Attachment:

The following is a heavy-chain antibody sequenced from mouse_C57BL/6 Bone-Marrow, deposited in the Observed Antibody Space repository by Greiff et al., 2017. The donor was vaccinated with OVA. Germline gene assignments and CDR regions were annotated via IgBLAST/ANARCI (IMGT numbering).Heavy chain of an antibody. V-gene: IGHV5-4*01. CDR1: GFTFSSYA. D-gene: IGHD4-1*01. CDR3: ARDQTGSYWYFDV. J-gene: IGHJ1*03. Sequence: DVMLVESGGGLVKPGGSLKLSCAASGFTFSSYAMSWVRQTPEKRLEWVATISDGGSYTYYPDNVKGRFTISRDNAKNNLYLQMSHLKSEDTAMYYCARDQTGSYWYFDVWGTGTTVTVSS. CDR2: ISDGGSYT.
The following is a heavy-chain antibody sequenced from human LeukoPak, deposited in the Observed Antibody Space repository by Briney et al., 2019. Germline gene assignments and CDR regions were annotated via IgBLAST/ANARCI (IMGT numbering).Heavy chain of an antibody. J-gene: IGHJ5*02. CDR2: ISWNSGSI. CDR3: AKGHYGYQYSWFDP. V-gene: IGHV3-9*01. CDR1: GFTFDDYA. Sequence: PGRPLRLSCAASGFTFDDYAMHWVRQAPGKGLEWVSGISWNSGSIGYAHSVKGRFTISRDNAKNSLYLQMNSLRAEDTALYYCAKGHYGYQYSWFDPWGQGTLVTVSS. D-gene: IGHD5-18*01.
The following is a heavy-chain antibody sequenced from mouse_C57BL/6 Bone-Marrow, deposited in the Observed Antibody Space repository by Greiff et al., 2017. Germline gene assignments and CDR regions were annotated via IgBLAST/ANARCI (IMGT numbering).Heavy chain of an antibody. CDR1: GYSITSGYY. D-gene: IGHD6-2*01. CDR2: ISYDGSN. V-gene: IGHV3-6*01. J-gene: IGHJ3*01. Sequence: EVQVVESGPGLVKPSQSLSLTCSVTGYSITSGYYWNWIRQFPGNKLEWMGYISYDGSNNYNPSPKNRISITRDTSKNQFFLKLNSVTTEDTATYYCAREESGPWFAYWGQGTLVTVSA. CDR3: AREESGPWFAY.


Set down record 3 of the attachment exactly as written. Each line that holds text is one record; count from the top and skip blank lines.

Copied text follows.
The following is a heavy-chain antibody sequenced from mouse_C57BL/6 Bone-Marrow, deposited in the Observed Antibody Space repository by Greiff et al., 2017. Germline gene assignments and CDR regions were annotated via IgBLAST/ANARCI (IMGT numbering).Heavy chain of an antibody. CDR1: GYSITSGYY. D-gene: IGHD6-2*01. CDR2: ISYDGSN. V-gene: IGHV3-6*01. J-gene: IGHJ3*01. Sequence: EVQVVESGPGLVKPSQSLSLTCSVTGYSITSGYYWNWIRQFPGNKLEWMGYISYDGSNNYNPSPKNRISITRDTSKNQFFLKLNSVTTEDTATYYCAREESGPWFAYWGQGTLVTVSA. CDR3: AREESGPWFAY.